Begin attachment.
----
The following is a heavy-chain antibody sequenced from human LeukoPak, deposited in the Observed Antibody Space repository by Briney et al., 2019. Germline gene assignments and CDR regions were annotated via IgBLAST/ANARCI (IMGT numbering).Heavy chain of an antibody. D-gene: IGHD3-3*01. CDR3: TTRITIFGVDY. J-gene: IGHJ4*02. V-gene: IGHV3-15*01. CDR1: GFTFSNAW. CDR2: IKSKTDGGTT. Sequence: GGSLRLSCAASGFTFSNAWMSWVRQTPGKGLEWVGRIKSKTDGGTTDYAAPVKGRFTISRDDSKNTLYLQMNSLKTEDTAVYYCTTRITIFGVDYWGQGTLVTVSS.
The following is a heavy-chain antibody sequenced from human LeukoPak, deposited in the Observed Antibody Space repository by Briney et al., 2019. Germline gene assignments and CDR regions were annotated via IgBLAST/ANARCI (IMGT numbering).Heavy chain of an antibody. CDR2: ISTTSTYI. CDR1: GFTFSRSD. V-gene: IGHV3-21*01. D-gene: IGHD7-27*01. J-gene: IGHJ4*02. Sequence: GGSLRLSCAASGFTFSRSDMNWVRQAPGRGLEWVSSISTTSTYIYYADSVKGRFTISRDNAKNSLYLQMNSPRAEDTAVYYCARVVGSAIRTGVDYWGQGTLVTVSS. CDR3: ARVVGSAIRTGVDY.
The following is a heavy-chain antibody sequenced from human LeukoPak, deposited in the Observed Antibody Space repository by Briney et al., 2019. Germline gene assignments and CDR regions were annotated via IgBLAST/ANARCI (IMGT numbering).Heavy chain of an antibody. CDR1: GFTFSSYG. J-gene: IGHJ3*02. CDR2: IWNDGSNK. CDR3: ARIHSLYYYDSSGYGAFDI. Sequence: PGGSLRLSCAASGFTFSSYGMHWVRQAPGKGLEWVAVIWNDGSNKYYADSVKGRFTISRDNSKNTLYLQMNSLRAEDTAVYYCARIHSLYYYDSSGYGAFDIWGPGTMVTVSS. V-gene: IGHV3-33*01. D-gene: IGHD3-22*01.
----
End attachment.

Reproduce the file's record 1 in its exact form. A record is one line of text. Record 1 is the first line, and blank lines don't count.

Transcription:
The following is a heavy-chain antibody sequenced from human LeukoPak, deposited in the Observed Antibody Space repository by Briney et al., 2019. Germline gene assignments and CDR regions were annotated via IgBLAST/ANARCI (IMGT numbering).Heavy chain of an antibody. D-gene: IGHD3-3*01. CDR3: TTRITIFGVDY. J-gene: IGHJ4*02. V-gene: IGHV3-15*01. CDR1: GFTFSNAW. CDR2: IKSKTDGGTT. Sequence: GGSLRLSCAASGFTFSNAWMSWVRQTPGKGLEWVGRIKSKTDGGTTDYAAPVKGRFTISRDDSKNTLYLQMNSLKTEDTAVYYCTTRITIFGVDYWGQGTLVTVSS.